Objective: The aim of this study was to evaluate the diagnostic accuracy of random urine protein-creatinine ratio for prediction of significant proteinuria (> or = 300 mg/24 h) in patients with new-onset mild hypertension in late pregnancy.
Methods: Medical records of 185 consecutive pregnant patients with new onset of mild hypertension in late pregnancy were reviewed. Random urine samples were taken before 24-hour urine collection. The predictive values of the random urine protein-creatinine ratio for diagnosis of significant proteinuria were estimated by using at least a 300-mg protein level within the collected 24-hour urine as the gold standard.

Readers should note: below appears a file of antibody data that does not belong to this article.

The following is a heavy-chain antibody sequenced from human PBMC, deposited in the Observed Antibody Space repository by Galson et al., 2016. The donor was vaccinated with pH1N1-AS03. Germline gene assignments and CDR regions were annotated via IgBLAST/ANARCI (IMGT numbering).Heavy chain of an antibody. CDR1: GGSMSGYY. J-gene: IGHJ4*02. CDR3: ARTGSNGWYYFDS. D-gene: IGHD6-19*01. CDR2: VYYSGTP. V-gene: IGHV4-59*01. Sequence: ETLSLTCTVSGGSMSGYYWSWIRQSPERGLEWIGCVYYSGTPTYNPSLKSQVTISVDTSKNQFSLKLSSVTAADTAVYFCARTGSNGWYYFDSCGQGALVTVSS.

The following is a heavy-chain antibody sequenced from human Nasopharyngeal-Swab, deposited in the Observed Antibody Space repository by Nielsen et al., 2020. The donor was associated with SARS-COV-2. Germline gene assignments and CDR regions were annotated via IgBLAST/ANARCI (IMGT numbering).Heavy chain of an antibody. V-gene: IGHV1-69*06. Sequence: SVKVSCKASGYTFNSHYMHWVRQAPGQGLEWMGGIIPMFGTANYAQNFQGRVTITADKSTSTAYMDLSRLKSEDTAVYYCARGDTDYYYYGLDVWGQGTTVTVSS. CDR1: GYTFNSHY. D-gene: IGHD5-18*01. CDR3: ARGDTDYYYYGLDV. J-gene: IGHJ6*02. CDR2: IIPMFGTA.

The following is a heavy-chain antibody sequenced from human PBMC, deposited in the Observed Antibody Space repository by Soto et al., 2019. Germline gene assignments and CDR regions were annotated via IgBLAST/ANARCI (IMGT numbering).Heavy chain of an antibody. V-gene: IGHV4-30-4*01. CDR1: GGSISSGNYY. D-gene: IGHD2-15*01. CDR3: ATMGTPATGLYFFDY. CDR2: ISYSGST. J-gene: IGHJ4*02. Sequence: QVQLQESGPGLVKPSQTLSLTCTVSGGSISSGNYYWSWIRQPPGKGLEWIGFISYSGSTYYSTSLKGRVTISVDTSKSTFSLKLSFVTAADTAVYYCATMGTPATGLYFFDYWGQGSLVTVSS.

Results: Thirty-nine patients (21%) had significant proteinuria. There was a significant association between 24-hour protein excretion and the random urine protein-creatinine ratio (rs = 0.56, P <.01). With a cutoff protein-creatinine ratio greater than 0.19 as a predictor of significant proteinuria, sensitivity and specificity were 85% and 73%, respectively. Positive and negative predictive values of the test were 46% and 95%, respectively.
Conclusion: The random urine protein-creatinine ratio was a poor predictor for significant proteinuria in patients with new-onset mild hypertension in late pregnancy.